Verizon Wireless Makes Move Into Nascent M-Commerce Market Via Netpace Alliance

Verizon Wireless has aligned with mobile marketing company Netpace to enable consumers to make purchases directly through their cell phones. While the few premium wireless services aimed at the U.S. market thus far have involved content offerings and the occasional real-time voting promotion (think American Idol), the agreement represents the next step toward closing the mobile marketing loop.

According to the agreement, Netpace's premium SMS (Short Messaging Service) text messaging platform and marketing services will be made available to advertisers looking to target Verizon Wireless SMS subscribers. Netpace's ReadySet two-way messaging platform will be integrated with the Verizon Wireless network and billing system, allowing mobile phone users to buy items by dialing a four- or five-digit code and have those charges added to their phone bill. The platform also enables dynamic results tracking to track campaigns in real-time through application service provider (ASP) software.

"Short codes are becoming an enabler of premium SMS, particularly when small payments are involved," observes Naqi Jaffery, president and CEO of market research firm Telecom Trends International. Charges associated with credit cards often make it prohibitive to allow credit payments on low-priced commodities.

In 2003, Verizon Wireless and Netpace partnered for a national text messaging sweepstakes promotion for Warner Bros.' "Lord Of The Rings" movie.

Netpace developed campaign creative, did back-end fulfillment of prizes, and analyzed the campaign by region. According to Netpace co-CEO, Vajih Khan, the promotion served the dual purpose of promoting the film and educating consumers about text messaging.

Through the partnership, Netpace envisions cross-media efforts involving, for example, newspaper ads featuring special short codes for airline ticket deals or television-driven mobile phone purchases of autographed books. Verizon Wireless did not respond to calls made by MediaDailyNews for this story.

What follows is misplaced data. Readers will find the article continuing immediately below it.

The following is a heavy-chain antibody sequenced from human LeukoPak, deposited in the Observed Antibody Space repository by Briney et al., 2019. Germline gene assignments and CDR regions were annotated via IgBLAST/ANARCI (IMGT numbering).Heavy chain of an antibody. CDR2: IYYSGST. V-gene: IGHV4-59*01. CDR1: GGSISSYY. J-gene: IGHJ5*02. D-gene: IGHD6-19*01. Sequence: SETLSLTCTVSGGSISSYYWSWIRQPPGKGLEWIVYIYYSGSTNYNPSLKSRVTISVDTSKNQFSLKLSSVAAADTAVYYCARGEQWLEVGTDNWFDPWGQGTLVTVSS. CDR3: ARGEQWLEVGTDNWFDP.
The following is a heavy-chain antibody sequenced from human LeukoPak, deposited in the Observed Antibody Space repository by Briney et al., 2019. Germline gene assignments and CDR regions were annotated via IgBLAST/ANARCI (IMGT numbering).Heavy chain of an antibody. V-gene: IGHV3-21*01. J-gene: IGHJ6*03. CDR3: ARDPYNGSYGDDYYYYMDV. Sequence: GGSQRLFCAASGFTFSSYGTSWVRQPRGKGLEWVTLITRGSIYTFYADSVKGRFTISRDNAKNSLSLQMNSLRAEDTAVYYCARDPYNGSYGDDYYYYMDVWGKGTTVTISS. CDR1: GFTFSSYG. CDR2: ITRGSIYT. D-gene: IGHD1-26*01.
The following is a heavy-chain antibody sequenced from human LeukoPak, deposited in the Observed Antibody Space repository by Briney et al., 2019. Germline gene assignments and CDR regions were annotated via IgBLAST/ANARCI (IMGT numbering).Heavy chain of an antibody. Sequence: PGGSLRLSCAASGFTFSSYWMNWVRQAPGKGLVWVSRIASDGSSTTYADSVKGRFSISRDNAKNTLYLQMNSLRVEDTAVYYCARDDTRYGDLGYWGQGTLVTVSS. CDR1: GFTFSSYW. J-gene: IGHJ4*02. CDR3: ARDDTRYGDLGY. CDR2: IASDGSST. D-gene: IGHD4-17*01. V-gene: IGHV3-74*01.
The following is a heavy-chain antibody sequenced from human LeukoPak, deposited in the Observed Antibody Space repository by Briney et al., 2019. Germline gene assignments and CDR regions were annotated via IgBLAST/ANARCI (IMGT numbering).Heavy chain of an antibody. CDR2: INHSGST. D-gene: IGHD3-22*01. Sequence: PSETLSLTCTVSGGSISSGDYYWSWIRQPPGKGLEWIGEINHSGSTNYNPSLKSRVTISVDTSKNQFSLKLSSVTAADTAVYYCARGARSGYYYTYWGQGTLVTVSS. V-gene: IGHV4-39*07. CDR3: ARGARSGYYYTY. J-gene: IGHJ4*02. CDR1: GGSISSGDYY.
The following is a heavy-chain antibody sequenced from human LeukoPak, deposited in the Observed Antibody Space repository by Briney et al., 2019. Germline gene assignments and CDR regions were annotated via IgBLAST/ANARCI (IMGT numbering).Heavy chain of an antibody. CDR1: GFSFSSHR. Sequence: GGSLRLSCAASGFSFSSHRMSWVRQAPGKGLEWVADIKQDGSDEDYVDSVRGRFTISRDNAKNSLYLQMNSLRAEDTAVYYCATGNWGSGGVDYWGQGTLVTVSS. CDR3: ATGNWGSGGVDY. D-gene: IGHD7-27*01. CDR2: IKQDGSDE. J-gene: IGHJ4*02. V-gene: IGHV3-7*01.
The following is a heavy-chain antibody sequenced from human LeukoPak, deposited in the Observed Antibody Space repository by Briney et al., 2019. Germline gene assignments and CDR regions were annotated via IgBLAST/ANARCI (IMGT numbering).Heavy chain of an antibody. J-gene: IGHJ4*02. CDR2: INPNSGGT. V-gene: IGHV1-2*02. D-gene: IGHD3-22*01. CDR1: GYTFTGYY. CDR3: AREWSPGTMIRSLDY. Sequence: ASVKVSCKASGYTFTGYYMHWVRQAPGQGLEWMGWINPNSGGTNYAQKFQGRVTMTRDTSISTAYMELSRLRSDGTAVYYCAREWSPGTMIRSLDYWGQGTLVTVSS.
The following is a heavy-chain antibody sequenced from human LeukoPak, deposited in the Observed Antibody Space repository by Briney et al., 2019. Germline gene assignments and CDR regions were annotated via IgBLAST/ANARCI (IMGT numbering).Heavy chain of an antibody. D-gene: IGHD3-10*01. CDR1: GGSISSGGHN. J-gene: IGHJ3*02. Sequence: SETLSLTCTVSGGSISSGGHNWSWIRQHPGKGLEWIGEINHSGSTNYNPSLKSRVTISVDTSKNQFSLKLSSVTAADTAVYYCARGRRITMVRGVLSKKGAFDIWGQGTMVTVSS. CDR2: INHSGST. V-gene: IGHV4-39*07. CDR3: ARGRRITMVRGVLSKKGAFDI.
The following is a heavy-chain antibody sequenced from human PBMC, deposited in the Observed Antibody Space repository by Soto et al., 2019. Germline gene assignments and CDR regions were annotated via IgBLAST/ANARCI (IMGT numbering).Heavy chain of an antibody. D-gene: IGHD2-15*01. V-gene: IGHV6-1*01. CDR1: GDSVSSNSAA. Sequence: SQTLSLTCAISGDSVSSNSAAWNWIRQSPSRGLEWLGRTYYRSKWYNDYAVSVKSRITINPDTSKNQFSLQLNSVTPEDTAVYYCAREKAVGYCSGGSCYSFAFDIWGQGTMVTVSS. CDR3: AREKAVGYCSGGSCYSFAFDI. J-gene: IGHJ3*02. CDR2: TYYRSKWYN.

Just how U.S. consumers will respond to the notion of using their cell phones to buy team merchandise, pay for a can of soda from a vending machine, or respond to a special offer from a fast food purveyor remains unknown. Although it's been touted for years, mobile marketing and commerce has yet to take off in the United States, despite its popularity in Europe and Asia.

"We're very early in the stages of mobile being a commerce channel," believes Avi Greengart, senior analyst at Jupiter Research. The research outfit conducted a study a year ago in which mobile phone users were asked what types of activities they want to use portable devices for. According to Greengart, 82 percent said they want to talk; far less were interested in using their mobile devices for other purposes such as making purchases.

The Cellular Telecommunications and Internet Association found that 1.5 billion text messages were sent in the United States in June 2003--a 50 percent increase over 2002. According to a May 2003 report from technology research company IDC, the U.S. SMS market will grow to 75 million subscribers in 2007. Despite the growth in mobile messaging, a December 2003 Forrester Research brief entitled "U.S. Mobile Marketing Is Still Two Years Away," suggested that "through 2005 most marketers will get far better returns by expanding their email and online advertising programs."

The April 2004 "Mobile Commerce Takes Off" study from Telecom Trends International pegged 2003 m-commerce revenues in North America at $176 million, compared to $6.86 billion globally. The report also forecasted a revenue increase in North America to $33.77 billion in 2008, compared to $554.37 billion worldwide.

Why the sluggishness of SMS mobile marketing in the United States? For one, only certain demographic groups, particularly 18- to-24-year-old mobile phone owners, are poised to accept cell phones as more than just a talking device, according to Jupiter's Greengart. And due to the lack of technology standards and cross-carrier network capabilities, advertisers are hesitant to consider mobile marketing as a means of reaching a broad audience.

In addition, while the wireless industry has successfully targeted the consumer market overseas, most U.S. firms have focused their efforts on providing enterprise services for customer relationship management and salesforce-related functions. "Enterprises have been slow to embrace wireless," says Telecom Trends International's Jaffery.

Through the agreement, potential mobile marketers will most likely be introduced to Netpace by Verizon Wireless. "It's the struggle of an early adopter market," admits Netpace's Khan. "The ones who are aware of it will probably go to the carriers first, and they'll point them to us."

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